In Memory of Dr. Clayton S. Huber
by Carlee Reber
After a lengthy battle with Parkinson’s disease, Clayton S. Huber died on September 5, 2017.
Throughout an illustrious food science career, Dr. Clayton S. Huber kept close to his roots. He developed his work ethic in his youth by working on his family’s farm. Though this early experience was laborious, gardening became a joyful lifelong hobby.
Huber’s work developing food technologies for space flight started at the US Army Natick Laboratories, but that was only the beginning. From 1968 to 1975, he led the Technology, Inc. staff that designed food for the lunar landing and Apollo astronauts, among other NASA projects. “Not too many food scientists get to do that,” notes Dr. Oscar Pike, NDFS faculty member. “That was a unique part of his background.”
“He came to the university with a wealth of experience,” Pike remembers. “He brought a real strength of being able to teach using those experiences.” He was straightforward, organized, businesslike, and managed time well. Within his first year on campus, he started what would be twenty-two years in administration.
During his twelve years as chair of what is now the Department of Nutrition, Dietetics, and Food Science, Huber fostered unity. “We have three different programs in our department and yet the collegiality is outstanding,” Pike says, “and I think that’s reflective of leadership that was inclusive.”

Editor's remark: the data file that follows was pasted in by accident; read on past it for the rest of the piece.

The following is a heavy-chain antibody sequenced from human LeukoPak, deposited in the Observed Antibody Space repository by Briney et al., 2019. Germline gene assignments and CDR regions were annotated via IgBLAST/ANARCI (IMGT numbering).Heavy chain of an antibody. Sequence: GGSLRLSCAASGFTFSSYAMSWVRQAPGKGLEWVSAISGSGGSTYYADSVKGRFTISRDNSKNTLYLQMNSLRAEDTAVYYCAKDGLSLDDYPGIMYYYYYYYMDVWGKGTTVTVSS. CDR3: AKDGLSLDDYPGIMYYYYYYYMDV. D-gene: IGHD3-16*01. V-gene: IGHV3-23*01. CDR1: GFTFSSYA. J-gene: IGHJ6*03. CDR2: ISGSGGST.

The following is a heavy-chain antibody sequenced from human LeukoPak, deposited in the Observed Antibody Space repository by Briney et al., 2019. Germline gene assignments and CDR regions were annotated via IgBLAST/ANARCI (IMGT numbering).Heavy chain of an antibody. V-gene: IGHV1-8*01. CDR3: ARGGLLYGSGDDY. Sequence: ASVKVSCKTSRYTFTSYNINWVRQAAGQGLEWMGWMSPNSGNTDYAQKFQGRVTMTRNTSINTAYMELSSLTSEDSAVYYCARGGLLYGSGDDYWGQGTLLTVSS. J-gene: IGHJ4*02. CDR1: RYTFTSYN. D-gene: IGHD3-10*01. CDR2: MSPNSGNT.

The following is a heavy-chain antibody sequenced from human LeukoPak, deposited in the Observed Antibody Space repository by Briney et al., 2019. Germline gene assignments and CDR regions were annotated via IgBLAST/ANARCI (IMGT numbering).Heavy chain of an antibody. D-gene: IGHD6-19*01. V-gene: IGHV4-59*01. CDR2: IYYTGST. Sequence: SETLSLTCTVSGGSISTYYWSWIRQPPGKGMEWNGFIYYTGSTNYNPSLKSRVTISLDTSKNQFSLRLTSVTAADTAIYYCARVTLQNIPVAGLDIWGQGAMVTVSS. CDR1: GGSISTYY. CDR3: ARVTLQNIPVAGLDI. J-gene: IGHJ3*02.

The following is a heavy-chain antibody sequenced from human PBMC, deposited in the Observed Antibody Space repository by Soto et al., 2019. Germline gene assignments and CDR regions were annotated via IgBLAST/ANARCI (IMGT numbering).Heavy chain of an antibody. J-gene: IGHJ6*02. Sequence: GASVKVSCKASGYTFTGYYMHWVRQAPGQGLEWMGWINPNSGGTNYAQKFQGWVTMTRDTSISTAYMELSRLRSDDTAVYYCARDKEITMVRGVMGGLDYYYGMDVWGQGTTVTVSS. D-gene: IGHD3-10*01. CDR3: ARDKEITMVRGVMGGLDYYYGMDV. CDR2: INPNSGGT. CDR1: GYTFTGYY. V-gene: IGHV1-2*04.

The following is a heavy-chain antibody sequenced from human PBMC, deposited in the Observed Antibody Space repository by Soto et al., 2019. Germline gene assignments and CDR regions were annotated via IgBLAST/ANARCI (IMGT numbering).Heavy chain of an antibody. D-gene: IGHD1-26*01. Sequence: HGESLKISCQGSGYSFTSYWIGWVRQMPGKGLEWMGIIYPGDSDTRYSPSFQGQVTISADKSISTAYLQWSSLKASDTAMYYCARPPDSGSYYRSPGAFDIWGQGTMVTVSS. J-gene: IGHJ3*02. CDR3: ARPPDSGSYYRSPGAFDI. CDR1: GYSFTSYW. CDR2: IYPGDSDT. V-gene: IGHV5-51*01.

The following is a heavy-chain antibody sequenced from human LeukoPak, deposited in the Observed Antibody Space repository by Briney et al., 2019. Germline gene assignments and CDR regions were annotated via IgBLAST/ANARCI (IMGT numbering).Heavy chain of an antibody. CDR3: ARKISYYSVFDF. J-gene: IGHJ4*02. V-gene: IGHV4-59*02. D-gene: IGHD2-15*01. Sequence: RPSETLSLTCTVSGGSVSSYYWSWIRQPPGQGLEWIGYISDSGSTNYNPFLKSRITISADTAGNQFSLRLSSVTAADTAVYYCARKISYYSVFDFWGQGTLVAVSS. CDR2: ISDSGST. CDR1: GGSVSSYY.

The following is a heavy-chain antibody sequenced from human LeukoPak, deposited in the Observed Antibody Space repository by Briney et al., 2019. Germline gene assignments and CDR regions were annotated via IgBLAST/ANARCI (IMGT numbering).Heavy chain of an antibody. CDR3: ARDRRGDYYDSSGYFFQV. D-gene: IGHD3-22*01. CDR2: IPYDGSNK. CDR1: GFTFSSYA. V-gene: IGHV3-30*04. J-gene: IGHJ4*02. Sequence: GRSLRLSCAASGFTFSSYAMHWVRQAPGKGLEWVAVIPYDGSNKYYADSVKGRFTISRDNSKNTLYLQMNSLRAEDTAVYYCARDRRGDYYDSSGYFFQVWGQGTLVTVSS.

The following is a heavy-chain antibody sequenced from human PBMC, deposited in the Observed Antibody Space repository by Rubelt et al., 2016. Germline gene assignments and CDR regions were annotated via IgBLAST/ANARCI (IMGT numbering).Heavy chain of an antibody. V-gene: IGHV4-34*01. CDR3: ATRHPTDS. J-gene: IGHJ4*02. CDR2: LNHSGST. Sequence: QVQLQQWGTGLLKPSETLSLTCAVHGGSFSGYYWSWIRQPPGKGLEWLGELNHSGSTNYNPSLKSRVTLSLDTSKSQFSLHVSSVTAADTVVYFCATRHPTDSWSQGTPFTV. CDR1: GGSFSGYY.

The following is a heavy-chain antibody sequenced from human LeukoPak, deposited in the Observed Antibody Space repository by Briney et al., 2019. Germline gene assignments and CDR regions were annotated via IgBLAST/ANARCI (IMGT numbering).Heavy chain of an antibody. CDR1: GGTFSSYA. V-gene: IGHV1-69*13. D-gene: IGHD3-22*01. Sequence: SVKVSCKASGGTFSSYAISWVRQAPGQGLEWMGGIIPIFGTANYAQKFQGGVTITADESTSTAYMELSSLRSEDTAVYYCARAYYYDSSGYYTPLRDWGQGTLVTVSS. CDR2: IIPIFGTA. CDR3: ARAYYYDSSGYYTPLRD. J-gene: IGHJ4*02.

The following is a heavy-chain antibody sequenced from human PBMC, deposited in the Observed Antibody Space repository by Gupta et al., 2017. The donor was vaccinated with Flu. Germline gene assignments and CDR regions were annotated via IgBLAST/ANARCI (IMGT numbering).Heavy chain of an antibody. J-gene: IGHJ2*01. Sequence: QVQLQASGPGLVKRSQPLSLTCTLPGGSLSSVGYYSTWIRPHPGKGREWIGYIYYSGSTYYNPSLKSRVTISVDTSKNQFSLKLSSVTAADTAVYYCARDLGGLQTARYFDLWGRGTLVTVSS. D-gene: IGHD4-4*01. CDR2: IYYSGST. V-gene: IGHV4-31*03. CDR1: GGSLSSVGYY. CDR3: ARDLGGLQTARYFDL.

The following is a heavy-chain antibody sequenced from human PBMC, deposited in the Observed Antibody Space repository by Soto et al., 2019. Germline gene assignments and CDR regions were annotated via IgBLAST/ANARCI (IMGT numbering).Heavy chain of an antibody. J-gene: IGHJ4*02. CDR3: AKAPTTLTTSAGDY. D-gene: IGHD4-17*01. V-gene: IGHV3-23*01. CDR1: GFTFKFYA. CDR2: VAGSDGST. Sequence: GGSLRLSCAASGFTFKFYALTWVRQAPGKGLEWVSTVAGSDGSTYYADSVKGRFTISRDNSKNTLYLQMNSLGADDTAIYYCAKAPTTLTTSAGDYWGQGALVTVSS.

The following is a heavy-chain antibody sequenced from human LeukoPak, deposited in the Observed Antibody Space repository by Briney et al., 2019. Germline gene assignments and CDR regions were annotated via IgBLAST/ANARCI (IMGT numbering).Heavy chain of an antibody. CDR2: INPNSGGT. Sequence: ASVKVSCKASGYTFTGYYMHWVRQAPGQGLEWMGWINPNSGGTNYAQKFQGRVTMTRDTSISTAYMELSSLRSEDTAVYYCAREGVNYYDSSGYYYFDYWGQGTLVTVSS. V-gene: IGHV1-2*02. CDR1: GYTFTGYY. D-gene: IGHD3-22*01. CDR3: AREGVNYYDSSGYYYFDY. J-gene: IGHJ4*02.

Huber’s leadership style centered on love for others. He helped others feel valued through his kindness, respect, and listening ear. “He placed a high importance and regard on the person,” says Dr. Frost Steele, NDFS faculty member. As former assistant dean Steve Taylor puts it, “He [had] the unique ability to understand, manage, and oversee large entities while never losing focus on individuals.”
When he became dean, his influence expanded and helped unify what was then the College of Biology and Agriculture. Again, his individual-focused leadership united people.
In his ten years as dean, the college became significantly more self-sufficient: external grants and donor endowments funded projects, research, and student scholarships. His behind-the-scenes efforts enabled the college to become debt free.
Throughout the busy years of his career, he served the Lord faithfully. He was a bishop, a stake president, an Area Seventy, a mission president (Connecticut Hartford Mission), and, after retirement, a temple sealer. “He was a very spiritual man,” Pike recalls. “He didn’t wear it on his sleeve, but he certainly exuded a Christlike demeanor.” Despite Huber’s many responsibilities, family remained his first priority. In their fifty-four years of marriage, he and his wife, Beth, raised their seven outstanding children and foster son.
Huber excelled at the endeavors to which he dedicated himself. He never sought attention or position; rather, recognition came because of his committed efforts and moral leadership. His legacy is one of Christlike love. In Taylor’s words, “Clayton Huber is one of those giants whose influence will never end.”